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Systematic review
Simulation training appears to improve nurses’ ability to recognise and manage clinical deterioration
  1. Wei Ling Chua
  1. Alice Lee Centre for Nursing Studies, National University of Singapore, Singapore
  1. Correspondence to Wei Ling Chua, National University of Singapore, Level 1, Clinical Research Centre, Block MD 11, 10 Medical Drive, Singapore 117597, Singapore; chuaweiling{at}

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Commentary on: Orique SB, Phillips LJ. The effectiveness of simulation on recognizing and managing clinical deterioration. West J Nurs Res 2017. doi: 10.1177/0193945917697224. [Epub ahead of print: 1 Mar 2017].

Implications for practice and research

  • Evidence suggests that simulation training improves nurses’ clinical knowledge and performance in recognising and managing clinical deterioration in simulated environments.

  • More research is required to establish the most effective models of simulation training and the impact on patient outcomes in real clinical settings.

  • The development of a valid and reliable standardised evaluation tool could improve the comparability and consistency of simulation training in the recognition and management of clinical deterioration.


The importance of education has been highlighted to support nurses’ role in recognising and responding to clinical deterioration.1 Simulation is increasingly used as a teaching modality in both academic and clinical settings to improve nurses’ ability to recognise and manage clinical deterioration.2 This meta-analysis is very timely in quantitatively synthesising the effectiveness of simulation education in the recognition and management of clinical deterioration.


Six databases were searched until June 2016, including randomised controlled trials (RCTs) or quasi-experimental studies using pretest–posttest designs that evaluated the effect of simulation-based interventions on student nurses’ and/or nurses’ knowledge and performances in recognising and managing clinical deterioration. For each study, a standardised mean difference (d) effect size was computed for the reported outcomes. Due to the vast heterogeneity across studies, random-effect analyses were conducted to examine the effect sizes for knowledge and performance. Moderator analyses were conducted to determine whether effect sizes were influenced by simulated-based intervention characteristics.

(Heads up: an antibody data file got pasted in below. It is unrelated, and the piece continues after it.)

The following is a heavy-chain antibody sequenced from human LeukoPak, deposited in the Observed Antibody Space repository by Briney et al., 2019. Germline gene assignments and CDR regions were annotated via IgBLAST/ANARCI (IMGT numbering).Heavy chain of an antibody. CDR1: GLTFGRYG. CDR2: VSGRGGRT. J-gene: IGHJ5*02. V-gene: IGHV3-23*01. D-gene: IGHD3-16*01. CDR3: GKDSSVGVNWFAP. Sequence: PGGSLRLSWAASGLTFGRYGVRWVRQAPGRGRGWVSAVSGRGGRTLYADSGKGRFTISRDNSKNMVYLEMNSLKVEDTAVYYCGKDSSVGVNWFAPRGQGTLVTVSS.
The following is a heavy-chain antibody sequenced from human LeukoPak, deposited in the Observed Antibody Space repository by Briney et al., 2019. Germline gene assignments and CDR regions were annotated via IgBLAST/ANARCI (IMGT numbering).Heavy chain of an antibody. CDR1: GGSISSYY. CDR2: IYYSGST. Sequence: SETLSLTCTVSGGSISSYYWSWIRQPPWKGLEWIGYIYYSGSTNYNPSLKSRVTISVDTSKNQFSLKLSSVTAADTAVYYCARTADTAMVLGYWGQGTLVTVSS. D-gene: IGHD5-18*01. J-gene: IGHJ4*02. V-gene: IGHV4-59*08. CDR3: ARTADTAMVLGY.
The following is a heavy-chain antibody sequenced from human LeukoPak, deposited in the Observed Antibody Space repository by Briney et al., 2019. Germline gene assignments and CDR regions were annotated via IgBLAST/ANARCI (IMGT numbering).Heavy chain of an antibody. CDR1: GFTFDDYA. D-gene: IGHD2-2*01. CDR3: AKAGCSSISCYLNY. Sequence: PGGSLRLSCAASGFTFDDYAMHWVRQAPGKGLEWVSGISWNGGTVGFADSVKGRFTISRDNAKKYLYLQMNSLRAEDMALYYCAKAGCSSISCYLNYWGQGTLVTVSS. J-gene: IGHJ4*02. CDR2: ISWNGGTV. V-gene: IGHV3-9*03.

The meta-analyses included 19 empirical research studies. Although the effect sizes for both knowledge and performance increased significantly across both single-group pretest–posttest and two-group posttest analyses, simulation-based interventions have stronger effects on performance. In single-group pretest–posttest, moderator analysis suggested that length of session had a larger positive impact on knowledge scores as compared with increasing the number of clinical scenarios utilised during simulation. Face-to-face simulation was also observed to be significantly associated with an increase in effect size for knowledge compared with web-based simulation programs, but not so for performance.


This is the first meta-analysis to examine the effectiveness of simulation on nurses’ knowledge and performance in recognising and managing clinical deterioration. The findings suggest that simulated-based learning has a positive effect on nurses’ knowledge and performance to recognise and manage clinical deterioration. However, the results must be interpreted with caution.

As acknowledged by the authors, there was significant heterogeneity in each analysis. Heterogeneity was influenced by the considerable variability among simulation intervention characteristics and implementation procedures, as well as study design and outcome measurements used. To improve the comparability of simulation-based programs, the authors recommended the development of standardised simulation-based education programme, but did not elaborate further. Such standardisation could include the application of evidence-based concepts or tools such as Airway, Breathing, Circulation, Disability and Exposure (ABCDE) or Situation, Background, Assessment and Recommendation (SBAR) into simulation programme for nursing assessment, management and reporting of clinical deterioration.3 These concepts were also utilised in the development of a simulation-based evaluation tool, known as RAPIDS-tool, to measure simulation performance on clinical deterioration.4 A valid and reliable standardised tool could be used in future studies to evaluate and compare nursing education programs in clinical deterioration.

Only one study in the review evaluated the impact of simulation on nurses’ actual practice in the clinical setting.5 More robust outcome evaluation on the transfer of simulation learning to clinical practice, such as evaluating the impact of simulation on patient outcomes is needed.

The outcomes associated with web-based versus face-to-face delivery also require further research. Given the resource-intensive nature of face-to-face simulation, web-based simulation provides a more viable learning option, especially for institutions with large number of learners. A comparative study of the clinical and financial impact between face-to-face simulation and web-based simulation on clinical deterioration could be considered for future studies.6

Overall, this review strengthens the case for simulation providing an effective method for improving nurses’ knowledge and performance related to clinical deterioration. However, the question of how best to deliver training requires further investigation.


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  • Competing interests None declared.

  • Provenance and peer review Commissioned; internally peer reviewed.